Identify the target websiteCollect URLs of the pages where you want to extract data fromMake a request to these URLs to get the HTML of the pageUse locators to find the data in the HTMLSave the data in a JSON or CSV file or some other structured format
If you outsource it
1. Our team gathers your requirements regarding your project.
2. Our veteran team of web data scraping experts writes the scraper(s) and sets up the infrastructure to collect your data and structure it based on your requirements.
3. Finally, we deliver the data in your desired format and desired frequency.
Ultimately, the flexibility and scalability of web scraping ensure your project parameters, no matter how specific, can be met with ease. Fashion retailers inform their designers with upcoming trends based on web scraped insights, investors time their stock positions, and marketing teams overwhelm the competition with deep insights, all thanks to the burgeoning adoption of web scraping as an intrinsic part of everyday business.
What is web scraping used for?
In our experience, price intelligence is the biggest use case for web scraping. Extracting product and pricing information from e-commerce websites, then turning it into intelligence is an important part of modern e-commerce companies that want to make better pricing/marketing decisions based on data.
How web pricing data and price intelligence can be useful:
Dynamic pricingRevenue optimizationCompetitor monitoringProduct trend monitoringBrand and MAP compliance
Market research is critical – and should be driven by the most accurate information available. High quality, high volume, and highly insightful web scraped data of every shape and size is fueling market analysis and business intelligence across the globe.
Market trend analysisMarket pricingOptimizing point of entryResearch & developmentCompetitor monitoring
Alternative data for finance
Unearth alpha and radically create value with web data tailored specifically for investors. The decision-making process has never been as informed, nor data as insightful – and the world’s leading firms are increasingly consuming web scraped data, given its incredible strategic value.
Extracting Insights from SEC FilingsEstimating Company FundamentalsPublic Sentiment IntegrationsNews Monitoring
The digital transformation of real estate in the past twenty years threatens to disrupt traditional firms and create powerful new players in the industry. By incorporating web scraped product data into everyday business, agents and brokerages can protect against top-down online competition and make informed decisions within the market.
Appraising Property ValueMonitoring Vacancy RatesEstimating Rental YieldsUnderstanding Market Direction
News & content monitoring
Modern media can create outstanding value or an existential threat to your business – in a single news cycle. If you’re a company that depends on timely news analyses, or a company that frequently appears in the news, web scraping news data is the ultimate solution for monitoring, aggregating, and parsing the most critical stories from your industry.
Investment Decision MakingOnline Public Sentiment AnalysisCompetitor MonitoringPolitical CampaignsSentiment Analysis
Lead generation is a crucial marketing/sales activity for all businesses. In the 2020 Hubspot report, 61% of inbound marketers said generating traffic and leads was their number 1 challenge. Fortunately, web data extraction can be used to get access to structured lead lists from the web.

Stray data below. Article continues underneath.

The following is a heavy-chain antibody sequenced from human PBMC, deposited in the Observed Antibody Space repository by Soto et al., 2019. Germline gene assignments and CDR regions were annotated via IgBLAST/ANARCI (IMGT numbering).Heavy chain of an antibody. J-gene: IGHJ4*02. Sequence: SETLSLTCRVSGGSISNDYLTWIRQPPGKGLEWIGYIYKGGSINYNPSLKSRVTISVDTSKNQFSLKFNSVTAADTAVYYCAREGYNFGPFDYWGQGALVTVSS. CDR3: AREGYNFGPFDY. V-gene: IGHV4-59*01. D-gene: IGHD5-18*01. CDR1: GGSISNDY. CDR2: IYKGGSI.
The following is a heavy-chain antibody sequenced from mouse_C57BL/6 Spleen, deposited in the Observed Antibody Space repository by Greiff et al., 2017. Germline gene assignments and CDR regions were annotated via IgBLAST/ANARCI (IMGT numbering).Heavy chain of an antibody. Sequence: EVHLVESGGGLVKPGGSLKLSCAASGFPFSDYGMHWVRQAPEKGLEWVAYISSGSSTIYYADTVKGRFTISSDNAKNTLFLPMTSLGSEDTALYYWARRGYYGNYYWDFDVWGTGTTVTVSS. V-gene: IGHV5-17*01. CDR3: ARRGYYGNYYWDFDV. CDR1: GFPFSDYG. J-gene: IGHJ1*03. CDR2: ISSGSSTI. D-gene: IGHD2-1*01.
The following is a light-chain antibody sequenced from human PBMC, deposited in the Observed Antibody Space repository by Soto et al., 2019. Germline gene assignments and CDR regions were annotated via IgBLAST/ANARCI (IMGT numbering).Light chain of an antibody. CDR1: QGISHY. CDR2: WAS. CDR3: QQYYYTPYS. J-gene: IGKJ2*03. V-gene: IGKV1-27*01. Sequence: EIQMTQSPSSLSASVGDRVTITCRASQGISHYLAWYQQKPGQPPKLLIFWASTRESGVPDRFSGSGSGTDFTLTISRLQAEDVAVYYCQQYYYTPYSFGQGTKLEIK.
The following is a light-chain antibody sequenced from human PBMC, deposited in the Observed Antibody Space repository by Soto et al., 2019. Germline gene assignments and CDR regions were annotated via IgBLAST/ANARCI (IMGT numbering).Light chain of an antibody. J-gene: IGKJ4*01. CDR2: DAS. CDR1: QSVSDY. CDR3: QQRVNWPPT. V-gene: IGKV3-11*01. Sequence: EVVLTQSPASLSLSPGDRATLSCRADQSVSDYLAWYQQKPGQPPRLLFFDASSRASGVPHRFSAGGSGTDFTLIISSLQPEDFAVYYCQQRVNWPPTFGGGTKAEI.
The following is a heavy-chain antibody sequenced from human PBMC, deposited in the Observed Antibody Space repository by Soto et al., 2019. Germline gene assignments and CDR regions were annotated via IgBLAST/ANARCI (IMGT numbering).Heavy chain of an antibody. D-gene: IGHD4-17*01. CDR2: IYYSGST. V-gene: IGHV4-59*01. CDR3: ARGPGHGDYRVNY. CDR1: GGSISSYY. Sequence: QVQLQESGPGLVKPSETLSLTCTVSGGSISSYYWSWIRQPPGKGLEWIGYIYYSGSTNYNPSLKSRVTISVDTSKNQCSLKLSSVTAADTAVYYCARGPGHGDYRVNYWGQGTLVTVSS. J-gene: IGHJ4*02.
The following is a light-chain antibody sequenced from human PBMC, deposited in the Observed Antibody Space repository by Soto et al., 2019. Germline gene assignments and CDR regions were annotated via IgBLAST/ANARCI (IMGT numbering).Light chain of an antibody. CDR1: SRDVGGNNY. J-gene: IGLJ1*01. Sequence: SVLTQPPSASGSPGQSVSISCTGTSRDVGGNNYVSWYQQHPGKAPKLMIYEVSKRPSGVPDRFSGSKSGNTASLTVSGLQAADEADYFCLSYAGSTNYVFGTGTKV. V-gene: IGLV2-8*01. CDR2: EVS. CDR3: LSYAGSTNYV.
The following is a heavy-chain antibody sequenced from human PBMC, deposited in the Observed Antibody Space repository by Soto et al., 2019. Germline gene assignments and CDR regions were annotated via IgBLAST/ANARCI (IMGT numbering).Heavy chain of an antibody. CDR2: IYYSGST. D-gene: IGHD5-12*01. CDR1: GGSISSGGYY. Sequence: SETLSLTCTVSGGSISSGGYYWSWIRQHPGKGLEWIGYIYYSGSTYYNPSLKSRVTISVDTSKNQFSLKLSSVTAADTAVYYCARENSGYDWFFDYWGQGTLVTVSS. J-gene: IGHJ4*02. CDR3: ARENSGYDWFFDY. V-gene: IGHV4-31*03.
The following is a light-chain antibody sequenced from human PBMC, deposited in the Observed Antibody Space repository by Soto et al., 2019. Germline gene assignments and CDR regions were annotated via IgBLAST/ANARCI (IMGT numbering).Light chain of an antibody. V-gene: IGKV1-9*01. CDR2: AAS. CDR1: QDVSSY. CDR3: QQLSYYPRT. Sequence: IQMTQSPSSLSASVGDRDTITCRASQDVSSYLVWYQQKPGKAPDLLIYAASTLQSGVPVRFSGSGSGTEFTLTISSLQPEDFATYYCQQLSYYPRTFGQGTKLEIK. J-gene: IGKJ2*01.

In today’s highly competitive market, it’s a top priority to protect your online reputation. Whether you sell your products online and have a strict pricing policy that you need to enforce or just want to know how people perceive your products online, brand monitoring with web scraping can give you this kind of information.
In some situations, it can be cumbersome to get access to your data. Maybe you need to extract data from a website that is your own or your partner’s in a structured way. But there’s no easy internal way to do it and it makes sense to create a scraper and simply grab that data. As opposed to trying to work your way through complicated internal systems.
Minimum advertised price (MAP) monitoring is the standard practice to make sure a brand’s online prices are aligned with their pricing policy. With tons of resellers and distributors, it’s impossible to monitor the prices manually. That’s why web scraping comes in handy because you can keep an eye on your products’ prices without lifting a finger.
Learn more about web scraping
Here at Zyte (formerly Scrapinghub), we have been in the web scraping industry for 12 years. With our data extraction services and automatic web scraper, Zyte Automatic Extraction, we have helped extract web data for more than 1, 000 clients ranging from Government agencies and Fortune 100 companies to early-stage startups and individuals. During this time we gained a tremendous amount of experience and expertise in web data extraction.
Here are some of our best resources if you want to deepen your web scraping knowledge:
What are the elements of a web scraping project? Web scraping toolsHow to architect a web scraping solutionIs web scraping legal? Web scraping best practices
Frequently Asked Questions about how to scrape a webpage
Is it legal to scrape a website?
Web scraping and crawling aren’t illegal by themselves. After all, you could scrape or crawl your own website, without a hitch. … Big companies use web scrapers for their own gain but also don’t want others to use bots against them.
How do you scrape a website?
The web data scraping processIdentify the target website.Collect URLs of the pages where you want to extract data from.Make a request to these URLs to get the HTML of the page.Use locators to find the data in the HTML.Save the data in a JSON or CSV file or some other structured format.
How do I scrape a website fast?
Minimize the number of requests sent If you can reduce the number of requests sent, your scraper will be much faster. For example, if you are scraping prices and titles from an e-commerce site, then you don’t need to visit each item’s page. You can get all the data you need from the results page.Aug 29, 2020